Of course, the danger of this way of understanding the objective and subjective sides of Christian faith is exactly what Machen warned against. Over time, the import of experience becomes so one-sided that the objective marks of Christianity—teaching, worship, and rightly ordered churches—take a back seat to good intentions that spring from a right emotional regard for Christ. Proponents of experiential Christianity rarely see that emotions can easily turn into sentiment. When this happens, the believer’s feelings for Christianity are disproportionate to the person’s understanding of the object to which he or she is emotionally tied.

One way to illustrate this problem is to consider love in marriage. A man may love his wife or he may be in love with the feeling of being in love. Too often the desire for the feeling of being in love leads men to look for new romances. The emotions generated by another woman convince him that the old attachment to his wife is no longer true. Of course, evangelical Protestants would say that such feelings are illegitimate and that love for one’s wife actually matures over the course of a marriage, so that the love is still “true” even if it does not run red hot with emotion. A husband’s love for his wife must take more ordinary or routine forms than the rush of emotion that accompanies wooing and courtship.

A similar dynamic is at work in the lives of Christians. The first flush of trusting in Christ becomes ordinary and routine over time as one matures in the faith and as the practices of personal devotion, family worship, and corporate worship become familiar and habitual. One way to maintain a proper balance between the objective and subjective aspects of Christian faith is to cultivate ordinary, routine expressions of emotion in the same way that husbands and wives do throughout their marriages. This means that a Christian worshiper on any given Sunday may not be moved to the brink of ecstasy, yet he or she can still express genuine love and devotion to Christ. In other words, intense emotions are not always the best measure of Christian experience.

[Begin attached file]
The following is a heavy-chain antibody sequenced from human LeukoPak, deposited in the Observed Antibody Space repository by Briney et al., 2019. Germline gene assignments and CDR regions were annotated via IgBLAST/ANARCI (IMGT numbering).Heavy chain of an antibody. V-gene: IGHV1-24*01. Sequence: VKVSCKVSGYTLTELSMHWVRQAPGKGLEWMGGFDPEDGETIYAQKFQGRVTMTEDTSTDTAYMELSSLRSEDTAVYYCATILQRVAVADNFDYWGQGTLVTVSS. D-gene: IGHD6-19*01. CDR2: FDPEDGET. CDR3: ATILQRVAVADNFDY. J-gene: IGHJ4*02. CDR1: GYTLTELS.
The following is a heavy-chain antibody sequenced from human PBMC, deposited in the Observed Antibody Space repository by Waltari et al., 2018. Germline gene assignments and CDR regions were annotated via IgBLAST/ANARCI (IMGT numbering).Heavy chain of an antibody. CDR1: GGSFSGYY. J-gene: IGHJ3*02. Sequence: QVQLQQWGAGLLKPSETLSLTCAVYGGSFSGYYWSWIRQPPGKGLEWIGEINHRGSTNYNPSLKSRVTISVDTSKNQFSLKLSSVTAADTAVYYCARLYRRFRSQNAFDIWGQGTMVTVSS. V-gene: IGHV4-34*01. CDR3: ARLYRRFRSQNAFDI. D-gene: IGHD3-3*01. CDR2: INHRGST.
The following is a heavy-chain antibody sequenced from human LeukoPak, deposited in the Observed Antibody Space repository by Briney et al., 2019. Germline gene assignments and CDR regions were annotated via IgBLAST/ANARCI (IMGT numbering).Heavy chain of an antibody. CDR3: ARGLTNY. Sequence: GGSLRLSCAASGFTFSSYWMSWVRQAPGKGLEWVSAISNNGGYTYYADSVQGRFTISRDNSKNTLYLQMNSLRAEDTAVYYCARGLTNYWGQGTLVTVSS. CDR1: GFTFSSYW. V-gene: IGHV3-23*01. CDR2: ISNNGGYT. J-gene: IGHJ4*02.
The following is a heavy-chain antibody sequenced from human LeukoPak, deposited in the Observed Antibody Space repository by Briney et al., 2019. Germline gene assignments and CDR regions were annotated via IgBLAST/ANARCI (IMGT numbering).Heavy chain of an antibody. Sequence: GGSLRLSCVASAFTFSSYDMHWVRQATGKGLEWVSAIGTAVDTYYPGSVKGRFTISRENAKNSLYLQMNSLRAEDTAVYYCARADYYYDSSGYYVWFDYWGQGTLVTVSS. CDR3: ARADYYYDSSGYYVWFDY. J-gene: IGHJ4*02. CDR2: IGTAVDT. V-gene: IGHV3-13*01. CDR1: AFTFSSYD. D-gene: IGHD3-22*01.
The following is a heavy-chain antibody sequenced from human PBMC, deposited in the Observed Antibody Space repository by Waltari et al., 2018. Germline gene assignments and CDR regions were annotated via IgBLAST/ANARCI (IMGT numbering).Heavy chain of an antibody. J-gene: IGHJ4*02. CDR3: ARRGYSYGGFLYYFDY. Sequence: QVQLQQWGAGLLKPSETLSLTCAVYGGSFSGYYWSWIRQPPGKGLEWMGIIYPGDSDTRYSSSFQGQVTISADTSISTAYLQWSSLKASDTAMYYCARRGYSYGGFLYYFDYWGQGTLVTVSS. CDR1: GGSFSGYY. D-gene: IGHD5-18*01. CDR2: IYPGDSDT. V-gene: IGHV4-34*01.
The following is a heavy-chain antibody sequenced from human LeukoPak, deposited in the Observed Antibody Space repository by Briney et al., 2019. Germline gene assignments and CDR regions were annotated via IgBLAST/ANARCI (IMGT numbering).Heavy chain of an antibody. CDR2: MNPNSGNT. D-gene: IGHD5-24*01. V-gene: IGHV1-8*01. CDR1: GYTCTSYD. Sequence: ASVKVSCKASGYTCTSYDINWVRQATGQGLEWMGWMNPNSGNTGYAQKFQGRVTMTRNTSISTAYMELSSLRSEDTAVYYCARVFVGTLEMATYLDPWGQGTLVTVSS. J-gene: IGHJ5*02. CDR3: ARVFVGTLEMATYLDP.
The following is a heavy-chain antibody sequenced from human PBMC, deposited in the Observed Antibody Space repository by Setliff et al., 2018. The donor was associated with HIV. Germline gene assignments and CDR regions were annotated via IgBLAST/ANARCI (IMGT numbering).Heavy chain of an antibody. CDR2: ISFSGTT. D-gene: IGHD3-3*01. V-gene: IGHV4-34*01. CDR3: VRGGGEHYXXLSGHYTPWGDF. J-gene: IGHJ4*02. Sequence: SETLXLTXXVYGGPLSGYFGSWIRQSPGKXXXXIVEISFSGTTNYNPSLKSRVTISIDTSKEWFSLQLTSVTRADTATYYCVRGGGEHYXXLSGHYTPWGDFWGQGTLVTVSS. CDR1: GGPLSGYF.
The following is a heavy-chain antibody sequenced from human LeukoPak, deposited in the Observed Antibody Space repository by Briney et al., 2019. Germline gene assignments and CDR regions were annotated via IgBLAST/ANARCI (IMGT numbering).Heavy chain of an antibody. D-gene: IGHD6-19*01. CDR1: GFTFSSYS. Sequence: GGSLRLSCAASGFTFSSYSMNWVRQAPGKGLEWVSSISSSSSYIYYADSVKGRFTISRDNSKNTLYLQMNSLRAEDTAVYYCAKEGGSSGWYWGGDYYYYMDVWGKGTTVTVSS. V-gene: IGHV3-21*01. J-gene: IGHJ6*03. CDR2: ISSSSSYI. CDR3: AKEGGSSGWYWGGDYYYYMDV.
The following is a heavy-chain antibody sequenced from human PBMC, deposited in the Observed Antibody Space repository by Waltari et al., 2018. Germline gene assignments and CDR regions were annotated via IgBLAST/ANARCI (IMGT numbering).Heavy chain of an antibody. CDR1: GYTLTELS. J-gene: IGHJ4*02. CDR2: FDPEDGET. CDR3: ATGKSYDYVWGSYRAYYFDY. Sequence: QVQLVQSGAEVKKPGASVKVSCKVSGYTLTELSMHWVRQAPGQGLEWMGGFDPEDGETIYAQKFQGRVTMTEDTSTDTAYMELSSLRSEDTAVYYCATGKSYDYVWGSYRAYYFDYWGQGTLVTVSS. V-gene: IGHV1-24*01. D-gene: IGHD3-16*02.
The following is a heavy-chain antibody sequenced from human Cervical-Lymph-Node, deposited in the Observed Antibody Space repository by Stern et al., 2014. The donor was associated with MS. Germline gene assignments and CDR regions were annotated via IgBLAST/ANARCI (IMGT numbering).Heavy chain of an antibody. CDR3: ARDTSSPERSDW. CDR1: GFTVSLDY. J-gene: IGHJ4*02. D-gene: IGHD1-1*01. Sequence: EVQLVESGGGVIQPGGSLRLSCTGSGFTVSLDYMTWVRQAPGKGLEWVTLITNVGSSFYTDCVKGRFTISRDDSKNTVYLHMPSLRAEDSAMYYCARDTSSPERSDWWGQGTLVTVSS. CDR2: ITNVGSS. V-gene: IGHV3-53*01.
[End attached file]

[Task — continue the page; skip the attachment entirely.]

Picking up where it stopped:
Another important factor in balancing the objective and subjective aspects of Christian faith is to recognize that Christian experience arises from truth. Emotions proceeds from doctrine, not the other way around. This is a lesson Machen tried to teach the church of his day. He appealed to the example of the apostle Paul, who told Christians in Philippi that no matter what the motives of the preacher, as long as the gospel was proclaimed he “rejoiced” (Phil 1:18). As Machen argued, Paul was far more concerned about the doctrine that was preached than the experience or emotions that went into the preaching.[4]

To be sure, an emphasis on the objective aspects of Christianity can lead to the neglect of genuine zeal for Christ, just as an emphasis on experience can breed indifference to the content of the Christian message. But the ultimate solution to this tension does not depend upon Christians striking the balance just right, but upon the Holy Spirit’s work. He alone can create a clean heart characterized by godly emotions. And the particular means which God has promised to bless with the presence of his Spirit are those that rightly declare the good news of Christ and the salvation he has made possible through his death and resurrection.

Thus, the role of emotions in the Christian life find their proper place when the church acknowledges that salvation begins and ends with God.

1. Machen, Christianity and Liberalism (New York: Macmillan, 1923), 54.

2. Ibid., 78.

3. Carl R. Trueman, The Wages of Spin (Geanies House, Scotland: Christian Focus Publications), 74.

4. Machen, Christianity and Liberalism, 22.

D. G. Hart

Darryl G. Hart is a religious and social historian and a Visiting Professor of History at Hillsdale College in Hillsdale, Michigan.